Just wanted to let you know that our complete blog history is unable to be viewed at this time due to some technical difficulties. Please check back soon, as we are working to recapture our blog posts from 2009-2013.
Many thanks for joining us on this incredible journey.
Blue is the Color of Hope
ZanaAfrica serves Kenyan girls, ages 10-18 living in urban and rural Kenya, with tools they need to thrive. Girls with bold ideas, girls with big dreams, girls with rich inner lives who are overcoming tremendous odds. Their lives are tough but their spirits radiant. We celebrate them and honor them in our work and through our communication about them. Through our images we capture positive moments in their daily lives.
Creative Writing in Kibera
Tariq and I are summer interns at ZanaAfrica and have been visiting the Empowernet Clubs in Kibera for the last month. As we both like writing, we thought it would be fun and innovative to introduce the girls to different ways of being creative with language. This would be beneficial for them to start thinking about alternative ways of expression through poetry and story telling.
Mork Calling Orson
Unfortunately for me, I missed out on the red suit and glowing egg-shaped pod. But as I established in an earlier blog, I am indeed an alien. One from a very strange planet: America. And living in a strange and exciting universe: Kenya in the new millennium.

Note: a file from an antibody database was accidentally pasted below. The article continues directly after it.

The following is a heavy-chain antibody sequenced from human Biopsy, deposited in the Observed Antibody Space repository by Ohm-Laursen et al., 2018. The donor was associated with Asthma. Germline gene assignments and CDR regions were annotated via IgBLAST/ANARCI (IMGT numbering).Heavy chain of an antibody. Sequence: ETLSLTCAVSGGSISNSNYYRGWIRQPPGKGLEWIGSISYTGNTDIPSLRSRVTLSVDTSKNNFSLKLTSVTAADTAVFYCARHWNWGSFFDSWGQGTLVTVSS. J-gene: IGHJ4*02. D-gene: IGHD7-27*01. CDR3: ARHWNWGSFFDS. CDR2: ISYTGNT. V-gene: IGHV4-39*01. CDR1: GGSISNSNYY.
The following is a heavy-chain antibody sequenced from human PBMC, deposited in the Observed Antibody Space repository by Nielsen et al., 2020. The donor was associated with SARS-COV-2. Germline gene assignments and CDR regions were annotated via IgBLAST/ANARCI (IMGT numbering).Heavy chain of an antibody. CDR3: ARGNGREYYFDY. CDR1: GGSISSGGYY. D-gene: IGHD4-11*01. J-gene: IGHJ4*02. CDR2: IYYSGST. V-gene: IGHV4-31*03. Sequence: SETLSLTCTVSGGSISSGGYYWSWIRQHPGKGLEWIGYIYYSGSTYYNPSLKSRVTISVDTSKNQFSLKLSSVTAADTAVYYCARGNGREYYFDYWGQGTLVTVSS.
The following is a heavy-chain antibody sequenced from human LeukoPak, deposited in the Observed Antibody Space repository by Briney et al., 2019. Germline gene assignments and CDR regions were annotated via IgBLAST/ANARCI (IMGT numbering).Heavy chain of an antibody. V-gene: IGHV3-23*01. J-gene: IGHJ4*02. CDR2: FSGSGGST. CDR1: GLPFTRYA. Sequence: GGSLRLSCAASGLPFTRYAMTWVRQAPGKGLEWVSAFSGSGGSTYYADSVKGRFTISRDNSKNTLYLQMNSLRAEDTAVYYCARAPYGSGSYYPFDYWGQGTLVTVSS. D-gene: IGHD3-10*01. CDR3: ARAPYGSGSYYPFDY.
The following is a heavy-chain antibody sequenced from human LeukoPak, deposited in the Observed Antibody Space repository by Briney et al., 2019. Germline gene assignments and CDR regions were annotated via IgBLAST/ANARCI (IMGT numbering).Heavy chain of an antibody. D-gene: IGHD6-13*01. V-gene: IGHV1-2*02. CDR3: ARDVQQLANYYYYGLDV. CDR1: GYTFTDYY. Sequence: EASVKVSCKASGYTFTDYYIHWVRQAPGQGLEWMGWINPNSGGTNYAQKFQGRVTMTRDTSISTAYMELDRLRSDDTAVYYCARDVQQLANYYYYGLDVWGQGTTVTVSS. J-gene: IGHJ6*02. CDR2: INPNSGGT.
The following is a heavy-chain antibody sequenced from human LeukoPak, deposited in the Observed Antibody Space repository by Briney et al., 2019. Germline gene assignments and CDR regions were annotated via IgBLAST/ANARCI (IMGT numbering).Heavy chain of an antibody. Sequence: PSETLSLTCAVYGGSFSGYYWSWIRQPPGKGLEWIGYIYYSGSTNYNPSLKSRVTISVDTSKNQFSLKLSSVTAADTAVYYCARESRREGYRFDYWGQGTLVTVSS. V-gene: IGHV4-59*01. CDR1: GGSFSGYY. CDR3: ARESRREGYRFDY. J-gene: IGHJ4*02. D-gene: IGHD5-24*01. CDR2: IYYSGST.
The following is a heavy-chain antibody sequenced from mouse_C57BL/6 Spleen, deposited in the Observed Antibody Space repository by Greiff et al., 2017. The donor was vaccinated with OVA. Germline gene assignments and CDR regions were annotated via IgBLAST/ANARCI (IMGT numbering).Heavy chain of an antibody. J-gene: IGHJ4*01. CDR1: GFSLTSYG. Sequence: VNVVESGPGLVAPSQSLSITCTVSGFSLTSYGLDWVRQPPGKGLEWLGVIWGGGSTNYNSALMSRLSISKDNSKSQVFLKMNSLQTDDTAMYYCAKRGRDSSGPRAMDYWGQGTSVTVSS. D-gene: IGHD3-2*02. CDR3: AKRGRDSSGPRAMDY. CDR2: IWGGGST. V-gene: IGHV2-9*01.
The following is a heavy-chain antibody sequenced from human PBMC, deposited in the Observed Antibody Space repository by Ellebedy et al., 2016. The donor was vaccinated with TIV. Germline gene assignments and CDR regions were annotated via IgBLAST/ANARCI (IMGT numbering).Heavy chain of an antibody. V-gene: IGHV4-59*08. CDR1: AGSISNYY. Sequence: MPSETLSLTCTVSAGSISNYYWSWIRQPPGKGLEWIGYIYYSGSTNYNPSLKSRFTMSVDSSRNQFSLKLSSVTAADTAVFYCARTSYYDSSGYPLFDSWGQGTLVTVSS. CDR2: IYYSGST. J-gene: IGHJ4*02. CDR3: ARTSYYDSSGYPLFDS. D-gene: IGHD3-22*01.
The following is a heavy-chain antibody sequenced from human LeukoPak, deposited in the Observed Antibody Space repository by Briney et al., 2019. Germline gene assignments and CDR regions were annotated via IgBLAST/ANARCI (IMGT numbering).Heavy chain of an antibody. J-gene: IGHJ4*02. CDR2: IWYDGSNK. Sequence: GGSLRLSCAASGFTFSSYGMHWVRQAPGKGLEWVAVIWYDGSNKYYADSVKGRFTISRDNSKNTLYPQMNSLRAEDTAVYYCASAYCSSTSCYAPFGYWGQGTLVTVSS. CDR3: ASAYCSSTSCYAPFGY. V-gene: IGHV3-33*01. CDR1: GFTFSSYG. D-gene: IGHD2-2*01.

Has ZanaAfrica Brought Transformation?
I can’t believe that 2 years and seven months have passed since I joined ZanaAfrica as a junior facilitator in training. The training in the field to facilitate was not just an easy task because we had to do a lot of research in order to make our facilitation skills better. One of the requirements in the field was to make sure that we had to find at least Three new schools. This called for good communication skills to the potential schools we hoped to work with. I remember one day when I went to this school and the principal looked at me from head to toe and asked me what such a young man like me would offer to his students. l told him by engaging the students in his school in meaningful talk would give them the tools to make better decisions when faced with life dilemmas. Even after spending 2 hours waiting and 1 hour trying to explain to him how the clubs would empower the students, he turned me away with no club in his the school.
I have been privileged to live the two kinds of lifestyles that there is. I have lived a life where I didn’t know where my next meal is coming from and l have lived a comfortable life where my next meal was predictable.
Life is not the best teacher when you are learning the hard way because you have to become harder in order to live on life’s terms. It is in this juncture that you can almost take everything that comes your way without questioning the outcome.
Happy International Women’s Day! We celebrate girls and women every day, but today we’re especially thankful for all the important women in our lives.
ZanaAfrica is dedicated to empowering girls through holistic support and affordable sanitary pads. Right now, we’re partnering with Faulu Kenya and Population Council to run a financial education curriculum in our EmpowerNet Clubs. Each girl is learning how to save with her own bank account at Faulu!
Read on to hear EmpowerNet Club Facilitator, Jayne Mumbanu, explain how financial education has made a difference for girls in Kibera—including her!
Do Pads Keep Girls in School?
Studies show that yes, they do.
A Forum for African Women Educationalists (FAWE) study in Kenya in 2007 showed over two months, sanitary pad provision coupled with reproductive health education reduced absenteeism from 4.9 days to 1.2 days per month as compared to the control group.